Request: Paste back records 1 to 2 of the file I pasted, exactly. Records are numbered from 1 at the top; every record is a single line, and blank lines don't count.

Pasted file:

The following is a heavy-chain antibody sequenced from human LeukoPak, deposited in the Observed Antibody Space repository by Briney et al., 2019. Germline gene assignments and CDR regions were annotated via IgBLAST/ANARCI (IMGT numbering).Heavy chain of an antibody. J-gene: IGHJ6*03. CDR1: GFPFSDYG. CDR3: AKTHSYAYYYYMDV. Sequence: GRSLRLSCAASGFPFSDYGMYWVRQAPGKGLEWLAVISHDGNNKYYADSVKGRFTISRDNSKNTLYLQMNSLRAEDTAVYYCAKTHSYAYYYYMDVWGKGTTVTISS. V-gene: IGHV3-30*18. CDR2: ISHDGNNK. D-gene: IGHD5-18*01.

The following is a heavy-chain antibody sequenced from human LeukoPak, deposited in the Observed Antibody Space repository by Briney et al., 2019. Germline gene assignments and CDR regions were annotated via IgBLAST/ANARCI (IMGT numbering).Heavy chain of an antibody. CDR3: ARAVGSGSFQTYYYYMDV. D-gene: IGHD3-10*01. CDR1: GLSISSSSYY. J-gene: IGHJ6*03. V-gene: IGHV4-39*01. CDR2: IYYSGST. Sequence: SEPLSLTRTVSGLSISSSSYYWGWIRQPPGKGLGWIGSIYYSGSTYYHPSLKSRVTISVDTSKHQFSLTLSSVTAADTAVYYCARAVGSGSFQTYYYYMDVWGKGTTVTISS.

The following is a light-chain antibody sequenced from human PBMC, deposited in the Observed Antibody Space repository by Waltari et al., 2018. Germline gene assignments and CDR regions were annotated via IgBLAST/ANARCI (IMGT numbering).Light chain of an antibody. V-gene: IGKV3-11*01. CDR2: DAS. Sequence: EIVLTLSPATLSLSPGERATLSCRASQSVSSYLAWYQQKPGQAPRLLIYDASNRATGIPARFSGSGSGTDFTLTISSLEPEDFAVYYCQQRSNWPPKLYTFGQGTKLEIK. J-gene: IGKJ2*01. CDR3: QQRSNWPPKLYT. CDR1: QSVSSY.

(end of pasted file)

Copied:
The following is a heavy-chain antibody sequenced from human LeukoPak, deposited in the Observed Antibody Space repository by Briney et al., 2019. Germline gene assignments and CDR regions were annotated via IgBLAST/ANARCI (IMGT numbering).Heavy chain of an antibody. J-gene: IGHJ6*03. CDR1: GFPFSDYG. CDR3: AKTHSYAYYYYMDV. Sequence: GRSLRLSCAASGFPFSDYGMYWVRQAPGKGLEWLAVISHDGNNKYYADSVKGRFTISRDNSKNTLYLQMNSLRAEDTAVYYCAKTHSYAYYYYMDVWGKGTTVTISS. V-gene: IGHV3-30*18. CDR2: ISHDGNNK. D-gene: IGHD5-18*01.

The following is a heavy-chain antibody sequenced from human LeukoPak, deposited in the Observed Antibody Space repository by Briney et al., 2019. Germline gene assignments and CDR regions were annotated via IgBLAST/ANARCI (IMGT numbering).Heavy chain of an antibody. CDR3: ARAVGSGSFQTYYYYMDV. D-gene: IGHD3-10*01. CDR1: GLSISSSSYY. J-gene: IGHJ6*03. V-gene: IGHV4-39*01. CDR2: IYYSGST. Sequence: SEPLSLTRTVSGLSISSSSYYWGWIRQPPGKGLGWIGSIYYSGSTYYHPSLKSRVTISVDTSKHQFSLTLSSVTAADTAVYYCARAVGSGSFQTYYYYMDVWGKGTTVTISS.